Because of more insurance for people’s bank deposits
Tax breaks for businesses and the middle class
White House warns of the consequences of failure
WASHINGTON: Congressional leaders from both parties said they were hopeful that a $700-billion U.S. financial industry bailout that derailed in the House of Representatives is back on track for quick passage, thanks partly to a provision increasing insurance for people’s bank deposits. President George W. Bush planned to call lawmakers asking for their support ahead of a crucial Senate vote on Wednesday night.
“I think the Senate thinks it has the votes and I think it probably will pass,” said House Majority Leader Steny Hoyer, a Democrat. House Republican Whip Roy Blunt agreed that prospects for passage have improved, and he said he was particularly heartened by indications the legislation had become more appealing to constituents back home.
The plan for Wednesday night’s vote was set after leaders there agreed to add tax breaks for businesses and the middle class and increase deposit insurance to revive the legislation rejected by the House.
“No one is glad we have reached this critical point. ... Now is our time to work not as Democrats, not as Republicans, but as guardians of the public trust,” said Senator Harry Reid, Democratic majority leader. He said he was hopeful the measure could clear Congress within days “so that by this weekend rolling around, we will have done what we need to do for the American people.”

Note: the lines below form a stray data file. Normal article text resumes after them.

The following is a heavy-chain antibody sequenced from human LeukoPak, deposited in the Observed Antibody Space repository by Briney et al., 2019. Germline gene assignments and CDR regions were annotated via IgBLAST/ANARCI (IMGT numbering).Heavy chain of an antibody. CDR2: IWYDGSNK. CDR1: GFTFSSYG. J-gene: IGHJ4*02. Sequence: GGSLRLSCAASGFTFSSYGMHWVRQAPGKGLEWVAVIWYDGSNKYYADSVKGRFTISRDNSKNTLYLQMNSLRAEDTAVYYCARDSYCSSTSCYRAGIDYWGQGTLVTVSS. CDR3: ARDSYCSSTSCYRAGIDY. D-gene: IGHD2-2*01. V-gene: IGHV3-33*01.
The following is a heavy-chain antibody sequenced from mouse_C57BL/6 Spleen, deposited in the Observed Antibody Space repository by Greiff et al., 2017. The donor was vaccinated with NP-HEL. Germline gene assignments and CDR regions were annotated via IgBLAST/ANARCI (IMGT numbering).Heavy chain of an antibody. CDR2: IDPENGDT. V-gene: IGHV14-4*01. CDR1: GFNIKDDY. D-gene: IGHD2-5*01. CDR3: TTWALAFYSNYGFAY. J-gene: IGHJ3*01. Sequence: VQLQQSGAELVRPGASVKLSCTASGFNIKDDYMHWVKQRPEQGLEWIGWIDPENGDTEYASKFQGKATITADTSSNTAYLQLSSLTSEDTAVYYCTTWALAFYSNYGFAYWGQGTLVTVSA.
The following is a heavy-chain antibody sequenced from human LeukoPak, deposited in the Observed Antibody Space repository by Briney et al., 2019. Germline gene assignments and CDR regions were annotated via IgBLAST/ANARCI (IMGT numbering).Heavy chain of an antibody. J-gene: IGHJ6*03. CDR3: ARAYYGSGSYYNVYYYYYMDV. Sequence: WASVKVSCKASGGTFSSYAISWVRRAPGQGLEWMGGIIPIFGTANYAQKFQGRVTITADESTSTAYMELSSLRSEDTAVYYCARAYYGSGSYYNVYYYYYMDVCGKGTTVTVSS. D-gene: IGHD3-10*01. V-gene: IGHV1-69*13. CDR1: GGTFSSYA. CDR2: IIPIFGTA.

Republican Senator Mitch McConnell, minority leader, said, “We believe that we have crafted a way to go forward and to get us back on track.” The White House tried to build support by warning of the consequences of failure.
“This morning we’re seeing increased evidence of the credit squeeze on small businesses and municipalities all across the country, so it’s critically important that we approve legislation this week and limit further damage to our economy,” said a White House spokesman.
Central bankers and political leaders in Europe and Asia are anxiously waiting for the U.S. to come up with a solution that has evolved into a global financial crisis threatening their economies. Democratic presidential nominee Barack Obama and his Republican rival John McCain planned to fly to Washington for the Senate vote, as did Democratic vice-presidential nominee Joe Biden.
Scrambling to revive a package that met with bitter derision among constituents who viewed it as a giveaway to Wall Street, the Senate added a number of sweeteners designed to please rural lawmakers, including disaster aid for hurricane-battered states and money for rural schools.
There are concerns that moderate House Democrats known as “Blue Dogs” will be repulsed by the tax breaks, and could vote no because they have been saying they do not want to see the deficit run up even further.— AP